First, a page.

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About

The Royal Academy Summer Exhibition: A Chronicle, 1769–2018 was produced and published by the Paul Mellon Centre. The RA Chronicle is a digital publication that explores the history of the Summer Exhibition at the Royal Academy of Arts in London. Essays examining key artists, artworks, and events from each individual year’s Exhibition are accompanied by 250 completely digitised and searchable copies of the accompanying Exhibition catalogues. This repository of original research and primary source material is intended to shine new light on British art, its exhibition histories, and its publics, and to encourage further innovative study.

The RA Chronicle was launched on 30 May 2018 to coincide with the 250th anniversary year of the annual exhibition of contemporary art at the Royal Academy, and with the exhibition The Great Spectacle: 250 Years of the Summer Exhibition, which was co-curated by Mark Hallett and Sarah Victoria Turner. 

The RA Chronicle, which was conceived by Mark Hallett, has been developed and produced by a team of Paul Mellon Centre staff, working with many partners, including our authors, designers, and reviewers. It is important for us to acknowledge that a publication of this size and complexity is only possible by working collaboratively. The RA Chronicle entries have been edited by three content specialist editors—Mark Hallett, Sarah Victoria Turner, and Jessica Feather—who each took responsibility for different periods of this 250-year history, as well as writing some entries themselves. The whole project was managed and edited by Baillie Card. Tom Scutt managed the digital infrastructure and conceptualisation of the project, from the digitisation of the Exhibition catalogues through to the website’s publication. Maisoon Rehani managed all of the picture research and copyright clearances.

The RA Chronicle was also peer-reviewed by three specialist readers, each of whom took responsibility for a portion of the chronology matching their expertise. We are deeply grateful to these readers for their advice and critical feedback. Most of the entries were subject to double-blind peer review, while the rest underwent either single-blind review or open review, depending on their unique formats and subject matter.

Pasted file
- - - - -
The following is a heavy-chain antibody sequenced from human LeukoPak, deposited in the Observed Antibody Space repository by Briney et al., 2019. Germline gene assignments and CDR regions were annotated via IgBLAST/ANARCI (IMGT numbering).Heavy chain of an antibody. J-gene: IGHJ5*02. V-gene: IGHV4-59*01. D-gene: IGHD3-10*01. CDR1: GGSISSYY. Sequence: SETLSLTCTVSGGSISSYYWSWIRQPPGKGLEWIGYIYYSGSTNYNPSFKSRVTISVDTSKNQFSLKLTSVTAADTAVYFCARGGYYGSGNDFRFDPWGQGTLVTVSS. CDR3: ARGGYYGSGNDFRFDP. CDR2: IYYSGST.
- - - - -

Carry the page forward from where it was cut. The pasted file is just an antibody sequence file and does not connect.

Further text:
We welcome feedback, and hope you will send thoughts and questions to: feedback@chronicle250.com.

Team

Scholarly Editors

Mark Hallett
Sarah Victoria Turner
Jessica Feather

Publishing Editor

Baillie Card

Digital Editor

Tom Scutt

Picture Editor

Maisoon Rehani

Researchers

Tom Powell
Sean Ketteringham
James Finch

Design

Strick&Williams

Development

Digirati 

User Experience

Unaffiliated

Copyeditor

Thérèse Saba

Indexer

Jan Worrall

Acknowledgements

Thank you to Louise Cohen, Maurice Davies, Kate Huckle, Caroline Lamont, Mark Pomeroy, Per Rumberg, David Solkin, Nina Sologubenko, Anna Testar, Peter Thomas, Frances Topp, Adam Waterton, and all of our colleagues at the Paul Mellon Centre who have supported the development of this project.

Fonts

Alegreya

Alegreya is a typeface originally intended for literature. It conveys a dynamic and varied rhythm which facilitates the reading of long texts. It is used to present articles describing exhibitions from the eighteenth century. https://fonts.google.com/specimen/Alegreya

Chap

Chap is a mix of the smooth and the sharp, a sans serif with acute contrasts. It is used to present articles describing exhibitions from the twenty-first century. https://www.schick-toikka.com/chap

Exo

Exo is a contemporary geometric sans serif typeface that tries to convey a technological/futuristic feeling while keeping an elegant design. https://fonts.google.com/specimen/Exo

Galaxie Polaris

Galaxie Polaris is contemporary sans serif, with characters composed of modified-geometric curves and arches. It is used to present articles describing exhibitions from the twentieth-century. https://vllg.com/constellation/galaxie-polaris

Unna

Unna has a soft look that is expressed through delicate serifs and strong stems, accentuating the typical neoclassical vertical texture. It is used to present articles describing exhibitions from the nineteenth century. https://fonts.google.com/specimen/Unna

Citation Information

Chicago

Hallett, Mark, Sarah Victoria Turner, Jessica Feather, Baillie Card, Tom Scutt, and Maisoon Rehani, eds. The Royal Academy Summer Exhibition: A Chronicle, 1769–2018. London: Paul Mellon Centre for Studies in British Art, 2018. https://www.chronicle250.com

MLA

Hallett, Mark, et al., editors. The Royal Academy Summer Exhibition: A Chronicle, 1769–2018. Paul Mellon Centre for Studies in British Art, 2018. https://www.chronicle250.com

Permanent URL

www.chronicle250.com

Published by

Paul Mellon Centre for Studies in British Art
16 Bedford Square
London, WC1B 3JA
paul-mellon-centre.ac.uk

License

The text of this work and the digital facsimiles of the Royal Academy Summer Exhibition catalogues are licensed under a Creative Commons Attribution-NonCommercial 4.0 International License (CC BY-NC 4.0).  

Additional images are reproduced with the permission of the rights holders acknowledged in captions, or by virtue of a judicious application of “exceptions to copyright” afforded by UK intellectual property law. These images are expressly excluded from the CC BY-NC 4.0 license covering the rest of this publication. These images may not be reproduced, copied, transmitted, or manipulated without consent from the owners, who reserve all rights.